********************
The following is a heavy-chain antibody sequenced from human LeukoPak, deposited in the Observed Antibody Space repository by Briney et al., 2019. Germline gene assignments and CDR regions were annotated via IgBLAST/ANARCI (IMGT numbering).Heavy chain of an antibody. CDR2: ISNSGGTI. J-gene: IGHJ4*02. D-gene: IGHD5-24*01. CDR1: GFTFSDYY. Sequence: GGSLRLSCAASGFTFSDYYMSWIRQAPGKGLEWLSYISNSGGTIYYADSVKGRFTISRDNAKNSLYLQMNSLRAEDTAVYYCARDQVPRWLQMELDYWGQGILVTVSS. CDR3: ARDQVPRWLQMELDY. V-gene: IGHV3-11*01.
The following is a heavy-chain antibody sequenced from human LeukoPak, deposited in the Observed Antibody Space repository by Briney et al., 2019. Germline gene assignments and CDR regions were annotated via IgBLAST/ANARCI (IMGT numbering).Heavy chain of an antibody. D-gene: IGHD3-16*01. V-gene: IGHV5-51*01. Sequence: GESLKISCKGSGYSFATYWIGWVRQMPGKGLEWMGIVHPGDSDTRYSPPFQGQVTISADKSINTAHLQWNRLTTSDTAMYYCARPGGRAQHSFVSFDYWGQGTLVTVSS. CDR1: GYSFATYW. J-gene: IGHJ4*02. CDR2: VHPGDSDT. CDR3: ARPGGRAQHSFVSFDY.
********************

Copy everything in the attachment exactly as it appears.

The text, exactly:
The following is a heavy-chain antibody sequenced from human LeukoPak, deposited in the Observed Antibody Space repository by Briney et al., 2019. Germline gene assignments and CDR regions were annotated via IgBLAST/ANARCI (IMGT numbering).Heavy chain of an antibody. CDR2: ISNSGGTI. J-gene: IGHJ4*02. D-gene: IGHD5-24*01. CDR1: GFTFSDYY. Sequence: GGSLRLSCAASGFTFSDYYMSWIRQAPGKGLEWLSYISNSGGTIYYADSVKGRFTISRDNAKNSLYLQMNSLRAEDTAVYYCARDQVPRWLQMELDYWGQGILVTVSS. CDR3: ARDQVPRWLQMELDY. V-gene: IGHV3-11*01.
The following is a heavy-chain antibody sequenced from human LeukoPak, deposited in the Observed Antibody Space repository by Briney et al., 2019. Germline gene assignments and CDR regions were annotated via IgBLAST/ANARCI (IMGT numbering).Heavy chain of an antibody. D-gene: IGHD3-16*01. V-gene: IGHV5-51*01. Sequence: GESLKISCKGSGYSFATYWIGWVRQMPGKGLEWMGIVHPGDSDTRYSPPFQGQVTISADKSINTAHLQWNRLTTSDTAMYYCARPGGRAQHSFVSFDYWGQGTLVTVSS. CDR1: GYSFATYW. J-gene: IGHJ4*02. CDR2: VHPGDSDT. CDR3: ARPGGRAQHSFVSFDY.